Jakarta gubernatorial election, 2012

The second, and final (praise the Lord), round of Jakarta 2012 gubernatorial election will be held tomorrow. My eyes have seen too many chequered patterns recently, and I might as well add yet another post to the flame. I am more interested in playing the numbers rather than watching the debates, so let us begin the game of one million assumptions.

The baseline numbers for Foke and Jokowi, based on the first round results, are 34.05% and 42.60%, respectively. Let’s just assume that both camps retain these numbers as the baseline, although I suspect there will be more people to switch from the incumbent to the challenger than the other way around.

Next is those who voted for other contestants. For those who voted for Faisal Basri, they will never ever vote for the incumbent, and hence their choice will only be to spoil the vote or to vote for Jokowi. Let’s assume (you have been warned, there will be one million assumptions) that 20% of them are hardcore Faisal Basri supporters who will spoil the vote and not vote for Jokowi as they don’t want to be tainted with an indirect vote for Prabowo. And that, accounting for statistical error, another 5% somehow chose to vote for Foke, leaving Jokowi getting 75% share of Faisal Basri’s voters.

Next, Alex and HNW, the other two contestants whose parties endorse Foke for this round of election. Assuming that the party machinery is so strong and solid such that most of their voters follow the party line, Foke will get 90% share of these voters and Jokowi to get the rest.

For Hendardji, his 1.98% vote in the first round is basically a product of statistical randomness. It’s like basically anyone would be able to get that number if he/she was running in the election. So let’s just split his number equally between Foke and Jokowi.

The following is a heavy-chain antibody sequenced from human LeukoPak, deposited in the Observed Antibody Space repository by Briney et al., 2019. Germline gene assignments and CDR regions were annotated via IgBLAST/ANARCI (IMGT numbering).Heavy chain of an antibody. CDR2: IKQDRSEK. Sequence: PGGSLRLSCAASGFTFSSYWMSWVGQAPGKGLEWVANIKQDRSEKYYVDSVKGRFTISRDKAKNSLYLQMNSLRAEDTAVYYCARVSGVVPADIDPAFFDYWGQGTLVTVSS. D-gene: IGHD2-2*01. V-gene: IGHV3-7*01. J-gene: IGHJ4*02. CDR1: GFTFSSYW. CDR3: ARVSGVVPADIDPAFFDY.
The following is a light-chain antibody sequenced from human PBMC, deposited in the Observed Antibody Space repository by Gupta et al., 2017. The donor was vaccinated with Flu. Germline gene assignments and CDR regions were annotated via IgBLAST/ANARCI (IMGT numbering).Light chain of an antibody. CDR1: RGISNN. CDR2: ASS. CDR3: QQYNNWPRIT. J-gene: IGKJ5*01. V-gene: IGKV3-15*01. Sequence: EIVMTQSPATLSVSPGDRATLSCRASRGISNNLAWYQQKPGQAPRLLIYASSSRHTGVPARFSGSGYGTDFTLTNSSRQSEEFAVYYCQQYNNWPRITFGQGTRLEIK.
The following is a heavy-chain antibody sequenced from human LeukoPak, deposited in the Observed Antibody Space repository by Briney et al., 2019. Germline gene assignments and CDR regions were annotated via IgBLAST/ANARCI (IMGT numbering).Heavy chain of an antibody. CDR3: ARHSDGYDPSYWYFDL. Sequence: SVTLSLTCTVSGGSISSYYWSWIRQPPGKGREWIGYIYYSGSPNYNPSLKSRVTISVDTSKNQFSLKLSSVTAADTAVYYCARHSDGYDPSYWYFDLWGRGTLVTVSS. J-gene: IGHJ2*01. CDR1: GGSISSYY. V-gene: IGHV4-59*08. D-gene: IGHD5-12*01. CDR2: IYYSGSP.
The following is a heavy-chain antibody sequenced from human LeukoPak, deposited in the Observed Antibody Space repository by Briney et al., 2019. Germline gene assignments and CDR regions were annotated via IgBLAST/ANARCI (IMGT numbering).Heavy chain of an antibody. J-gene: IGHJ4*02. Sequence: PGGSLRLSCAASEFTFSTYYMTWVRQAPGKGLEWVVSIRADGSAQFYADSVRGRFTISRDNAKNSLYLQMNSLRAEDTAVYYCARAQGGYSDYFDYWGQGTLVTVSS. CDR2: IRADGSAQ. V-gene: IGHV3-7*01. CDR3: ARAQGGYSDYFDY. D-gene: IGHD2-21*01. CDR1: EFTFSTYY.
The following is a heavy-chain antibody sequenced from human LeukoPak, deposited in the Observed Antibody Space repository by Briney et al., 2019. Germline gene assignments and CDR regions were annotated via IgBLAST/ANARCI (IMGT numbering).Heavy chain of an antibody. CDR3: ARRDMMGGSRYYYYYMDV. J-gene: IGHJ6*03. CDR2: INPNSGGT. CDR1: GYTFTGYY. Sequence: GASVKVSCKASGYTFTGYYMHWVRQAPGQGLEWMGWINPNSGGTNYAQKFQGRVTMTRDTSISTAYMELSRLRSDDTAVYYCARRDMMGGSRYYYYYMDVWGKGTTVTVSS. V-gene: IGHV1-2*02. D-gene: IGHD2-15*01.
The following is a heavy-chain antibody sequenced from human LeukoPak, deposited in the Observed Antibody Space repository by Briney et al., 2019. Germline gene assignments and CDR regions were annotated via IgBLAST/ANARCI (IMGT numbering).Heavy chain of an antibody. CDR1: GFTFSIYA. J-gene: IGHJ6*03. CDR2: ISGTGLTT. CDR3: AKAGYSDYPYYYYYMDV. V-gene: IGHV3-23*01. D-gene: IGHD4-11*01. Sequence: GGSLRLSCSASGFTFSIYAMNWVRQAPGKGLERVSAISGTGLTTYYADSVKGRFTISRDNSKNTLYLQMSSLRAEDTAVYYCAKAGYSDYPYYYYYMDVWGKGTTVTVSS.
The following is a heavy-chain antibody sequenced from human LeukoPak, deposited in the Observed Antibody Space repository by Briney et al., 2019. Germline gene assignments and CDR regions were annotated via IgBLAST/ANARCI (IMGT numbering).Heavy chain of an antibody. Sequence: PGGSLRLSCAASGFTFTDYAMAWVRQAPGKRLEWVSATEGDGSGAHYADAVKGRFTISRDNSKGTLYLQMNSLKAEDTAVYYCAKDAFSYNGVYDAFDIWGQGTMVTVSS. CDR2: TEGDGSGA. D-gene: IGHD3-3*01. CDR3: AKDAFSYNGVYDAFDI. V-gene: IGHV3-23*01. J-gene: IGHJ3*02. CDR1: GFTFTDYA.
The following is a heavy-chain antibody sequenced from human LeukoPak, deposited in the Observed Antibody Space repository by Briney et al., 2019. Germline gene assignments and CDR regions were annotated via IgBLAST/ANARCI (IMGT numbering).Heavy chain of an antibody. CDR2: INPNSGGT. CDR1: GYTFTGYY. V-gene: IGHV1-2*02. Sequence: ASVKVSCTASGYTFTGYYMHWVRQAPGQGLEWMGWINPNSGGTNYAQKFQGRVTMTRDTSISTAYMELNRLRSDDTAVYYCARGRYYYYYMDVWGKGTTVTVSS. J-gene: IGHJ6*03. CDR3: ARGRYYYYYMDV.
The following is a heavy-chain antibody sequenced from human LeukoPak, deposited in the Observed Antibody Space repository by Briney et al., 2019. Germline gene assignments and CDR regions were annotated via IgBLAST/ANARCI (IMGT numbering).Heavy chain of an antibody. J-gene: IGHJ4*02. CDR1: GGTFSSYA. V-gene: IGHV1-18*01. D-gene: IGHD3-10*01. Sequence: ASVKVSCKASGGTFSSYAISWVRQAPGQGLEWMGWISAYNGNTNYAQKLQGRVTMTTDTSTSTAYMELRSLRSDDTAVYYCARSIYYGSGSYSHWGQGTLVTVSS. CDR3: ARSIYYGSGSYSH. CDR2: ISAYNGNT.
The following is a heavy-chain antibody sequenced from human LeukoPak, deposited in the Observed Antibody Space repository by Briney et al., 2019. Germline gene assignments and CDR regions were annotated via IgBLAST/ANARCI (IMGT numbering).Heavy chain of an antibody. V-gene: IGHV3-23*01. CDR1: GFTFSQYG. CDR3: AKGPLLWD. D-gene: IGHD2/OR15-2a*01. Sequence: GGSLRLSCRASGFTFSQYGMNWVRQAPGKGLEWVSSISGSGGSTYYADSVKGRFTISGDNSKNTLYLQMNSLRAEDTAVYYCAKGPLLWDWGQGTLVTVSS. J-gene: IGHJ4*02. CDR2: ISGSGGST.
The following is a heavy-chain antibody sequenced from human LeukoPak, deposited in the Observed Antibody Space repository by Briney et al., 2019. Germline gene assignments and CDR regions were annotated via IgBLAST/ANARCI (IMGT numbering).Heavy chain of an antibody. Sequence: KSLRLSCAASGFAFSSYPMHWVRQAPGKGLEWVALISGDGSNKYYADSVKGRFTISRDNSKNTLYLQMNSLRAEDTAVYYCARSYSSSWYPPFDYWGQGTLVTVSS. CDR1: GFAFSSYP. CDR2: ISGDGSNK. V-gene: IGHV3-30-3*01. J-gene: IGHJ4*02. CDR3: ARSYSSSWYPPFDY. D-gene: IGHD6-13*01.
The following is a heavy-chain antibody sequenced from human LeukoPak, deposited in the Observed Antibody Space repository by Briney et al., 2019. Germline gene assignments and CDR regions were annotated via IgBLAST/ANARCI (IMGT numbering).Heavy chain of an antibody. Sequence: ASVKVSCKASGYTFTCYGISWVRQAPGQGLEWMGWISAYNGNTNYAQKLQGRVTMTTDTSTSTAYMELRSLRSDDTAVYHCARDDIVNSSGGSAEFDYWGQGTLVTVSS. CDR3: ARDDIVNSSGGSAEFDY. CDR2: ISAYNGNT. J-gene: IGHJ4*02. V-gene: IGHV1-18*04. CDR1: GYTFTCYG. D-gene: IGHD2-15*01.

Finally, let’s put the turnout to be slightly higher than the first round, which was at 63.62%, to be at 65%. And that Foke will get the same share of vote that he got in the first round if compared to Jokowi for these additional voters (i.e., 34.05%:42.60% = 44.42%).

With all these assumptions, Foke will get 50.41% while Jokowi will get 49.59%. A very close win for the incumbent that definitely will trigger vote recount and appeals.

All is well, then, for the incumbent? Not really. The bad news is the scenario that I was describing above is perhaps the best scenario for Foke. And if in the best scenario he could only win by 1 point, it means that he will be the underdog in this election. The numbers just don’t add up for him.

More realistically, you would expect that those that voted for Alex and HNW would not follow their party line so blindly. So even if we lower a little bit Foke’s share from those voters from 90% to 80%, Jokowi will already be winning by 2.5 points: 51.21% to 48.79%.

Another key for Jokowi is turnout. Basically he just needs to increase the turnout to win the election. The profile of these voters is more similar to Faisal Basri’s supporters than to the generic Jakarta population. They certainly don’t like the incumbent, but they just didn’t bother to vote. The more people vote, the higher chance Jokowi will win.

(Jakarta, though, has a what I call as structural spoilt vote problem, perhaps around 10-15%, due to the following reasons: high number of Jakartans living overseas, travelling businessmen, and those who still retain their Jakarta’s IDs although they are already living in Bodetabek suburbs like Serpong or Karawaci.)

The following will be my wild guess for tomorrow (more realistic, no?). Only 10% of Faisal Basri’s supporters will spoil the vote. Jokowi will get 30% share of Alex’s voters, but only 20% from HNW’s due to stronger PKS machinery. Turnout will increase by 5%, and Foke will only get 30% share out of these additional voters. And there will be more Foke’s voters who will switch to Jokowi rather than Jokowi’s to Foke. The final result turns out to be a 8-point win for Jokowi.

(For a 60-40 win, Jokowi needs to get half of Alex-Hendardji-HNW voters and 20% of Foke voters, which is less likely.)

A caveat, though. All of these, of course, come under the assumption that the election will be clean.

(After I posted this, I just realized that it should be “Spoilt vote” rather than “Spoil vote”, but I just didn’t bother to fix it. And I realized that the images are bad, so you might want to click them to see them clearly.)


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